- Employees who have left MD over the years haven’t been particularly complementary about how it was run, how it treated its customers, and about Helix, which some have claimed was never built as a cloud version of MD but was developed as solution for the bulk-billing model of past owner Primary Healthcare, that could never be adapted properly to being an all-purpose cloud-based ambulatory patient-management solution. I will emphasise here that these are all stories told by ex-employees, and that doesn’t necessarily mean these stories are true. But it doesn’t feel great.
Last but not least in the issues facing a valuation of $500 million is that MD is facing off against the greatest challenge in its commercial history: the rapid advance of disruptive open API, cloud-based solutions to healthcare interoperability.
Nearly all of MD’s revenue and installations are based on old server-bound software technology.
There is some irony here in that the managing director of MD (the MD of MD), Matthew Bardsley, is a cloud zealot. He believes entirely and preaches the future of interoperability in health via the cloud, and in disruptive healthcare business models.
But the vast majority of his company’s installed product base and revenue base is legacy. It, along with a lot of other Australian medical software vendors today, probably including its main competitor, Best Practice, have a giant technology debt.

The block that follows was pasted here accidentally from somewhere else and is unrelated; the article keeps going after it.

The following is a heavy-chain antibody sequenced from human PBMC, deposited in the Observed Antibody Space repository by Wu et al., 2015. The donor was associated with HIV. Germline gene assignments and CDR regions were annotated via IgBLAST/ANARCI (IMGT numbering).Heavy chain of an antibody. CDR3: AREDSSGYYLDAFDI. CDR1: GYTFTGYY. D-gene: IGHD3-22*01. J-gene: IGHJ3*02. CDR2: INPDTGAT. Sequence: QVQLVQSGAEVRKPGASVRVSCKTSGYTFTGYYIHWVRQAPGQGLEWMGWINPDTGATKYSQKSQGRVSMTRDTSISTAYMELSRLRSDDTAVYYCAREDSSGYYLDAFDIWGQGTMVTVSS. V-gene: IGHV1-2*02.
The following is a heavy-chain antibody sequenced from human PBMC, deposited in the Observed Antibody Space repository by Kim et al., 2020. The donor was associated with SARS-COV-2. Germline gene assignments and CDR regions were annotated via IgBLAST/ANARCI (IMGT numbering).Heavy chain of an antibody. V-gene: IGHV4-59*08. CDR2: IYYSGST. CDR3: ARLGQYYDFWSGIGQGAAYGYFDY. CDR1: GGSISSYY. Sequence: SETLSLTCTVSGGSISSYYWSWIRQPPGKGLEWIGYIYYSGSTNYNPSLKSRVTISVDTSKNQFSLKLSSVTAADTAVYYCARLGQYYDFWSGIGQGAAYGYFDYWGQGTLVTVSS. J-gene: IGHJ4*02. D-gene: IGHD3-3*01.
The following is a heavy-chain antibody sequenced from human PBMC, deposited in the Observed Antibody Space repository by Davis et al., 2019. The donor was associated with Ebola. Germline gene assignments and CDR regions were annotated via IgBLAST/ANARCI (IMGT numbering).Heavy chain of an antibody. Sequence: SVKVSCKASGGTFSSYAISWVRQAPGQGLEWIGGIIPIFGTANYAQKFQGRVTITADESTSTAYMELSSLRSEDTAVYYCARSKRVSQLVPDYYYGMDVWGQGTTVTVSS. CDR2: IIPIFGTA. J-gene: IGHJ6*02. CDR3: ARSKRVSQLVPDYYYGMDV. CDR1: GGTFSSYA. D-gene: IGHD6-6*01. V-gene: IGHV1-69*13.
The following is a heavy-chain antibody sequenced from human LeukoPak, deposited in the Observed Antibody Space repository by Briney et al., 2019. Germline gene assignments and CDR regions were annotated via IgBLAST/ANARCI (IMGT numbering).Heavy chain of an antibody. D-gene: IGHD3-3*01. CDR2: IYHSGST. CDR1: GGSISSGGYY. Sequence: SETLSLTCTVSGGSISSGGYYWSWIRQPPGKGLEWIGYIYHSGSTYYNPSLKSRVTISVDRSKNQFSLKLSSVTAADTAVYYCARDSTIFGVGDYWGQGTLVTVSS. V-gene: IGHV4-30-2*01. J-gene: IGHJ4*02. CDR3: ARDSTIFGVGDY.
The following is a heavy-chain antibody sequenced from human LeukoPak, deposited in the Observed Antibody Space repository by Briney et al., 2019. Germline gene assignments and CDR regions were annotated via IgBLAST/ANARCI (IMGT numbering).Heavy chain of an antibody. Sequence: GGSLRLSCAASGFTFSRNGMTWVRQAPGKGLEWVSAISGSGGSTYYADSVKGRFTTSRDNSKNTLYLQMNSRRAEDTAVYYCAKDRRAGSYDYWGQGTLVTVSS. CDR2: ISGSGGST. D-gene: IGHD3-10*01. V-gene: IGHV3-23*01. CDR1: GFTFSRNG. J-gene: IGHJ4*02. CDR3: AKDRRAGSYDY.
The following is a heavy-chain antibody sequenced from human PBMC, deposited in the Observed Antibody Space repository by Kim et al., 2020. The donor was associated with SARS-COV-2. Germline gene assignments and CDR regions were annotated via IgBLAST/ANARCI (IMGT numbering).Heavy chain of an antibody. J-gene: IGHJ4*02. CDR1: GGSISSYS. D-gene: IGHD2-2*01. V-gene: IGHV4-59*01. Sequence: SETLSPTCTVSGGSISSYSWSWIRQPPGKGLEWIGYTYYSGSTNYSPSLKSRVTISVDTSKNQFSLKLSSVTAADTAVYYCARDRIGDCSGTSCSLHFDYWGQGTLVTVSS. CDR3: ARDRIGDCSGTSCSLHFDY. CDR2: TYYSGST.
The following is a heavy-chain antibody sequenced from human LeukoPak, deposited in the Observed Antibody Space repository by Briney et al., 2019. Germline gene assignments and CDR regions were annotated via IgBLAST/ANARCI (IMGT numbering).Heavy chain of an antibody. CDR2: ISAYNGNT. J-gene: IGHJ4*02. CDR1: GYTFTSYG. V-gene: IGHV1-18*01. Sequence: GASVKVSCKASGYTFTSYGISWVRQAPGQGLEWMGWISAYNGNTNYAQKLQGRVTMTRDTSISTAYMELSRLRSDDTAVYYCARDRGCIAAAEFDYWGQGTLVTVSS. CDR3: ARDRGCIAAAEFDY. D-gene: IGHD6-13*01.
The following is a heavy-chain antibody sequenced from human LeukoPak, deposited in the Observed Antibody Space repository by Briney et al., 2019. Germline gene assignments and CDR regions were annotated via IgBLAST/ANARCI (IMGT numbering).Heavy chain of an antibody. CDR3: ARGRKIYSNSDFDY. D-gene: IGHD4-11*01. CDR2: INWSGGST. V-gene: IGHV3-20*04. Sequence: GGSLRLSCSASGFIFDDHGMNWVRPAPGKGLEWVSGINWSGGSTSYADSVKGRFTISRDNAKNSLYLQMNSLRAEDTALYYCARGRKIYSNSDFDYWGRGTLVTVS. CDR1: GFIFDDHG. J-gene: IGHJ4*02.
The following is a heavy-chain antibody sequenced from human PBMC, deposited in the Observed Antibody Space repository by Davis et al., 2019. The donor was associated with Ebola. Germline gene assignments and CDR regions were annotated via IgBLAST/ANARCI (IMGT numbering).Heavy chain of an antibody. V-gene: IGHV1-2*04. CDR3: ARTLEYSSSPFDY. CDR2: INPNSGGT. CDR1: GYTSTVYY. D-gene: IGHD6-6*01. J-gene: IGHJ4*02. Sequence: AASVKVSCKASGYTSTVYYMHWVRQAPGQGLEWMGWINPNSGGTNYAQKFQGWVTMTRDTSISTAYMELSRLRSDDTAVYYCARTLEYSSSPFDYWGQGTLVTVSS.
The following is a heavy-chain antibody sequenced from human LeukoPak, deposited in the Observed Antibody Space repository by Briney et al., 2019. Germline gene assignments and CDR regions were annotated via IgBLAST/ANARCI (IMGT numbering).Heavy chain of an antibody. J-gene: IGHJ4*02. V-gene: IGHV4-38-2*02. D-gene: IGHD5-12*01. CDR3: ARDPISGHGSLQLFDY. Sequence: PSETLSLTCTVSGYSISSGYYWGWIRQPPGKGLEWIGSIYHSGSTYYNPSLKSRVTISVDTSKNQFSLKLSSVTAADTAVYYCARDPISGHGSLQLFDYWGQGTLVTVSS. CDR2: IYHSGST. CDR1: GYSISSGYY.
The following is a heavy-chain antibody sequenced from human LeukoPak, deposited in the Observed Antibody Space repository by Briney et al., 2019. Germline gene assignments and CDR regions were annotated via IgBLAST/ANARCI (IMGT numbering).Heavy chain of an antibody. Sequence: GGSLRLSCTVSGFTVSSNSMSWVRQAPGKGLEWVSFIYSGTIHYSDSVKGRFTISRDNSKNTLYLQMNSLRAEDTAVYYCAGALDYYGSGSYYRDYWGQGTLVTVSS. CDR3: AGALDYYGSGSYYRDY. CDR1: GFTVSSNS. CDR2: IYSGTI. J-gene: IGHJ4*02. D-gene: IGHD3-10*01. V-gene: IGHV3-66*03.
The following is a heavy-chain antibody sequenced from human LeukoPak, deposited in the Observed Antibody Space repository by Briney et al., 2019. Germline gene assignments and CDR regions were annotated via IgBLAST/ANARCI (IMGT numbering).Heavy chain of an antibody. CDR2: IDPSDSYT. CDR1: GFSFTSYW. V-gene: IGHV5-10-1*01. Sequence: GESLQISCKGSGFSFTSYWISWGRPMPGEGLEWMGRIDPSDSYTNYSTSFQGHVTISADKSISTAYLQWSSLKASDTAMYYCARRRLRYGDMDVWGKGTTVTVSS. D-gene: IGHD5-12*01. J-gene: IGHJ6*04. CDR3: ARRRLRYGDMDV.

Such technology debt can be overcome. And if you’re going to do it, the best place to do it from is a position of significant market leadership. While MD isn’t the market leader, it has got significant market share and there is daylight until number three in the market. BP and MD dominate.
But there are huge risks to such technology debt for a buyer. The obvious one is the vast sums of money needed to reinvest in overcoming the debt. If you pay $500 million for MD, you are going to need to pay something like another $50-$100 million to get yourself over your legacy technology position and transitioning your product suite to cloud without destroying your revenue base, as cloud is a different proposition in financial terms for buyers of a patient management system.
In the case of Telstra Health, this probably won’t be a problem. They have tonnes of capital.
The problem more likely is that with highly interoperable cloud-based technologies not quite at a tipping point in the Australian healthcare system, no one could really have confidence that the business model of these major PMS software vendors which is based currently on older server base products will transition easily to a cloud ecosystem.
If you’re a betting person (I always admit I am in moderation), if you have money, a very dominant market position and smarts, you are likely to make it to the other side, so this augurs well for both BP and MD. But it’s not going to happen without a fair bit of blood, sweat and tears, a lot of capital and a fair bit of risk.
Which I would have thought made $500 million look like a high price.
So what might behind a preparedness to outlay so much money on something that looks a little tired, over leveraged (a lot of cost has been removed from the business) and risky? (OK, that’s a little rough, MD makes a lot, has good market share, and is surely worth something like $200 million or more, which is quite a lot so it’s not a terrible business).
Here are three ideas: